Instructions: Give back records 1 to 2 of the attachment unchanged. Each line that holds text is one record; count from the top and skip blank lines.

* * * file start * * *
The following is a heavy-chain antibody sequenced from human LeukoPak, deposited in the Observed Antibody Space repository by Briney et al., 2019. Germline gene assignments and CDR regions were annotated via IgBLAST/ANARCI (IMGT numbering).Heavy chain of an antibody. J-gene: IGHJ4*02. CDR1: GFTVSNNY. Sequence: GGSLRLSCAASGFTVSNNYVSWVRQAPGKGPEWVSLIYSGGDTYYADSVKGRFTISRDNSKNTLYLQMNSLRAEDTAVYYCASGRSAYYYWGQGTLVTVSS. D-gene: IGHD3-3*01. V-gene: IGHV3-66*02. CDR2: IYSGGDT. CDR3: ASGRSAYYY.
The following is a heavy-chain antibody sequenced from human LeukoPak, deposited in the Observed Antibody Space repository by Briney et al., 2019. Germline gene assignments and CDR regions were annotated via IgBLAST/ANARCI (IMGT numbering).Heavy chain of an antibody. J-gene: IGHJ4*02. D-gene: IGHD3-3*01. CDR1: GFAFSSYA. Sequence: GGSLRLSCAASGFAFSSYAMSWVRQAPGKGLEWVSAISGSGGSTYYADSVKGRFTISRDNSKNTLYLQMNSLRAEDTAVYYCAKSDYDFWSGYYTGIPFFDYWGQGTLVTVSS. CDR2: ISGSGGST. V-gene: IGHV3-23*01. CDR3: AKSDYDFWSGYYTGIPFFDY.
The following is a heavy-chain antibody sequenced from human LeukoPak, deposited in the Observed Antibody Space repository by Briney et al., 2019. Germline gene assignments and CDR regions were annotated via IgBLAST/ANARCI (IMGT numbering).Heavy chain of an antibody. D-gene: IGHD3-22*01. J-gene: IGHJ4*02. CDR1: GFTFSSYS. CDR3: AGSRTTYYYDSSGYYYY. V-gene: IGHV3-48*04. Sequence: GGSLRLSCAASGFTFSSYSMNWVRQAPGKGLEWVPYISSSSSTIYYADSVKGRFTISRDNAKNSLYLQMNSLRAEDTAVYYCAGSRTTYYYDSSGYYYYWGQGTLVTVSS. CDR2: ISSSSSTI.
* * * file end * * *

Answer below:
The following is a heavy-chain antibody sequenced from human LeukoPak, deposited in the Observed Antibody Space repository by Briney et al., 2019. Germline gene assignments and CDR regions were annotated via IgBLAST/ANARCI (IMGT numbering).Heavy chain of an antibody. J-gene: IGHJ4*02. CDR1: GFTVSNNY. Sequence: GGSLRLSCAASGFTVSNNYVSWVRQAPGKGPEWVSLIYSGGDTYYADSVKGRFTISRDNSKNTLYLQMNSLRAEDTAVYYCASGRSAYYYWGQGTLVTVSS. D-gene: IGHD3-3*01. V-gene: IGHV3-66*02. CDR2: IYSGGDT. CDR3: ASGRSAYYY.
The following is a heavy-chain antibody sequenced from human LeukoPak, deposited in the Observed Antibody Space repository by Briney et al., 2019. Germline gene assignments and CDR regions were annotated via IgBLAST/ANARCI (IMGT numbering).Heavy chain of an antibody. J-gene: IGHJ4*02. D-gene: IGHD3-3*01. CDR1: GFAFSSYA. Sequence: GGSLRLSCAASGFAFSSYAMSWVRQAPGKGLEWVSAISGSGGSTYYADSVKGRFTISRDNSKNTLYLQMNSLRAEDTAVYYCAKSDYDFWSGYYTGIPFFDYWGQGTLVTVSS. CDR2: ISGSGGST. V-gene: IGHV3-23*01. CDR3: AKSDYDFWSGYYTGIPFFDY.